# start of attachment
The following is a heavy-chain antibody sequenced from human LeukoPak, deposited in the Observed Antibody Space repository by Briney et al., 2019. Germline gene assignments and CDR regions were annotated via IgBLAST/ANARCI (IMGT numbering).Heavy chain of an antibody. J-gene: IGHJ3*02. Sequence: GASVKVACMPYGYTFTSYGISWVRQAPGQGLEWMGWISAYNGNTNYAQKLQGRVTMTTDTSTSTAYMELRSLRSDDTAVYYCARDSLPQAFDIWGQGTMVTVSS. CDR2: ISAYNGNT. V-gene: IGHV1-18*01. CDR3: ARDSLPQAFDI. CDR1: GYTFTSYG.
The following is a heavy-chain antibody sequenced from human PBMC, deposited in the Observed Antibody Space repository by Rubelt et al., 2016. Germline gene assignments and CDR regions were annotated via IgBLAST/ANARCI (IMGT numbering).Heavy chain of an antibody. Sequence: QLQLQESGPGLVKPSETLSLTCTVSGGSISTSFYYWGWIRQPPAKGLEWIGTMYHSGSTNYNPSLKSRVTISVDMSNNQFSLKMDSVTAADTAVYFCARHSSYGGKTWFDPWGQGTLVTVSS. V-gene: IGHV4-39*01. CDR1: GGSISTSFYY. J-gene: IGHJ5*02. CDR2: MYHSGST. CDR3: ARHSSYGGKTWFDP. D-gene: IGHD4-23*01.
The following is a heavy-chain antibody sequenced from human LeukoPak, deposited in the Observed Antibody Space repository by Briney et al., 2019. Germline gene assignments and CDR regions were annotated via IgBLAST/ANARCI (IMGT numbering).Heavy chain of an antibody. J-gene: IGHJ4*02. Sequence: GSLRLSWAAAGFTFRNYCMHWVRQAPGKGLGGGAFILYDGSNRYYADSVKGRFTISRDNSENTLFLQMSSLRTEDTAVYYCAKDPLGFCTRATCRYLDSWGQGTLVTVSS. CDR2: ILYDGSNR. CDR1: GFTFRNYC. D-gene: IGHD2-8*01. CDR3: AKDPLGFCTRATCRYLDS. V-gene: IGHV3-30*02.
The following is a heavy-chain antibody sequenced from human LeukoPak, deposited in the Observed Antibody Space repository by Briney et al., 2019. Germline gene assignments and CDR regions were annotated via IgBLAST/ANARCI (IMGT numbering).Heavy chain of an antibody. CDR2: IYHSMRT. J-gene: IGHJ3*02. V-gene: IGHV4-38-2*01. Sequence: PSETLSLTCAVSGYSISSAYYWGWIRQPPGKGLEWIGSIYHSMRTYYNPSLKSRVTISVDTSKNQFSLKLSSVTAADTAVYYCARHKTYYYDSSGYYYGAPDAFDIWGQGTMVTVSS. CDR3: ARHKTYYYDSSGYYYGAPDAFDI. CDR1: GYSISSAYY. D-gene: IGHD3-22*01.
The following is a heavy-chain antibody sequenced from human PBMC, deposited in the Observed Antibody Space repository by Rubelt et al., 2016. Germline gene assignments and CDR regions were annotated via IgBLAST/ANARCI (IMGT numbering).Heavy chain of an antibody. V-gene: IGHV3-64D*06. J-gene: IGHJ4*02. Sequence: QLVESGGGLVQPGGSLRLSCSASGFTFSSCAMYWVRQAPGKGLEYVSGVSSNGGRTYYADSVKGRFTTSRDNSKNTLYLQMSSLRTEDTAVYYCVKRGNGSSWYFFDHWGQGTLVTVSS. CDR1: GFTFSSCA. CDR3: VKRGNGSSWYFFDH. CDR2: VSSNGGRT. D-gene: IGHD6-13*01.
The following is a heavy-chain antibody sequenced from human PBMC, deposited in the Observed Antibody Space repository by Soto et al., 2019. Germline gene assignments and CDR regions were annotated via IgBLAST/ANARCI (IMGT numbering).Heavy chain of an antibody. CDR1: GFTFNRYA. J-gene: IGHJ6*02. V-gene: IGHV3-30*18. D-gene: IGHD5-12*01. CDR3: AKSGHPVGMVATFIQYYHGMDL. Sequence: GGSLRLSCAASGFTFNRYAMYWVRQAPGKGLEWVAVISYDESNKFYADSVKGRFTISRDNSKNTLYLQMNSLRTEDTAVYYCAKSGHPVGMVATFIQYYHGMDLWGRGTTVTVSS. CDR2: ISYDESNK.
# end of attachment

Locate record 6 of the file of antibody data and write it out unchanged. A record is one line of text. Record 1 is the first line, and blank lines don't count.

The following is a heavy-chain antibody sequenced from human PBMC, deposited in the Observed Antibody Space repository by Soto et al., 2019. Germline gene assignments and CDR regions were annotated via IgBLAST/ANARCI (IMGT numbering).Heavy chain of an antibody. CDR1: GFTFNRYA. J-gene: IGHJ6*02. V-gene: IGHV3-30*18. D-gene: IGHD5-12*01. CDR3: AKSGHPVGMVATFIQYYHGMDL. Sequence: GGSLRLSCAASGFTFNRYAMYWVRQAPGKGLEWVAVISYDESNKFYADSVKGRFTISRDNSKNTLYLQMNSLRTEDTAVYYCAKSGHPVGMVATFIQYYHGMDLWGRGTTVTVSS. CDR2: ISYDESNK.